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The #MeToo movement has made its way into new Illinois legislation which has been recently headlined.

On Aug. 1, legislation passed that amends the Illinois Equal Pay Act such that, effective 60 days after its passage, employers are obligated to follow several new rules on requesting or disclosing wage history from employees or job applicants.

First, an employer cannot bar an employee from disclosing or discussing with third parties his/her wages, salary, benefits or other compensation from his/her current employer. The human resource personnel of an employer cannot disclose such info to third parties without the applicant’s/employee’s written consent.

Second, employers now cannot screen job applicants based on their current or prior wage, salary or benefits histories either as a condition of interviewing or getting employed. Employers are not prevented from examining an applicant’s wages, salaries or benefits that are a matter of public record under applicable law — such as government employees who may have their wages or salaries published under law as part of the transparency of the government to its taxpayers.

Job applicants are free to voluntarily disclose their income histories to an employer, and employers may disclose wage or benefits to an applicant when discussing the expectations of a job position. But employers can’t prompt the employee to disclose prior income histories. That’s a no-no. And employers cannot ask about the wage history from an applicant’s prior employers.

However, employers are not prohibited from looking at the internal wage history of someone already in their employ who is seeking a new position.

If an employer violates such inquiry prohibitions, the applicant can sue. Without proving any injury, the applicant can get up to $10,000, plus attorney’s fees and any necessary court order issued on the employer.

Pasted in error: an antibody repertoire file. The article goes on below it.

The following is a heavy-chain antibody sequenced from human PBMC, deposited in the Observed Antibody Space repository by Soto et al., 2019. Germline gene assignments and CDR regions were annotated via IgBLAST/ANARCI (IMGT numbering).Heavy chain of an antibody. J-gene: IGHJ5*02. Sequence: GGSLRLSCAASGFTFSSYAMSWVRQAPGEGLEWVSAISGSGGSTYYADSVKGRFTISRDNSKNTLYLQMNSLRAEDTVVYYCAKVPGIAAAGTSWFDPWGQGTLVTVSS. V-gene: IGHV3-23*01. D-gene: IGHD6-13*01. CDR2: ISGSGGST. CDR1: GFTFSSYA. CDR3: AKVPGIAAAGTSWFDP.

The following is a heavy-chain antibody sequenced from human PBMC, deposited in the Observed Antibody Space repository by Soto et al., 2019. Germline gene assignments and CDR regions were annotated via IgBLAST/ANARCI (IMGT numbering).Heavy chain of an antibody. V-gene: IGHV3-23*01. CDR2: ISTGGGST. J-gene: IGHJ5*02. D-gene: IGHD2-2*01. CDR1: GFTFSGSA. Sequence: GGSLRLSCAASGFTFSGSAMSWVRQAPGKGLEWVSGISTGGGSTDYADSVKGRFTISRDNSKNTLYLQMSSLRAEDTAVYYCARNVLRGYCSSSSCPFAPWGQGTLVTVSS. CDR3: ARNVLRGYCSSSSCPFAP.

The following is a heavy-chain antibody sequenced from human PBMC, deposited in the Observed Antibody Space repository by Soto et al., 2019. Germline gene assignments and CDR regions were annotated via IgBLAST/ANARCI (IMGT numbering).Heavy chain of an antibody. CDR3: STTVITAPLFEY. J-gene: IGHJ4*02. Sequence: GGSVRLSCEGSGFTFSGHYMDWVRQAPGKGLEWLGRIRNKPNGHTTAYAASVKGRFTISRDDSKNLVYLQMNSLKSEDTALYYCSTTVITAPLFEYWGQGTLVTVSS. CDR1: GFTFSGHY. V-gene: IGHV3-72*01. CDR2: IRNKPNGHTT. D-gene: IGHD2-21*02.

If an applicant suffered actual financial injury in excess of the 10 thousand cap, he/she can get it if they can prove it. The deadline to file such a suit is five years from the date of the violation.

While Chamber of Commerce organizations grumbled and groused about the law (as they do over any legislation inhibiting the bargaining leverage of employers), the thinking behind this legislation is that, because women have generally been paid less than their male counterparts for similar occupations, restrictions on such compensation information might help break the cycle of lower salaries for women.

The employer cannot force the female applicant to disclose that she was paid Y, which may have been lower than the X salary a male got for exactly the same type of job. Otherwise the employer says, well, I will offer you Y here since that’s what you got before. And if the employer knows a male applicant earned the higher X amount in previous jobs, the employer is likely to offer X again to nab that male applicant.

Thus, the cycle.

Keep an eye on this spot for more #MeToo law. Another Illinois bill is expected to pass soon prohibiting employers from requiring employees to sign silence and arbitration agreements involving sexual harassment. That’s another cycle sought to be broken — of silence, promoting cover, promoting more sexual harassment.

Ending mandatory silence and arbitration agreements is one area of law that Fox News might have had a real positive effect on.

Can you hear the no-spin now, Bill?

Brett Kepley is a lawyer with Land of Lincoln Legal Aid Inc. You can send your questions to The Law Q&A, 302 N. First St., Champaign, IL 61820. Questions may be edited for space.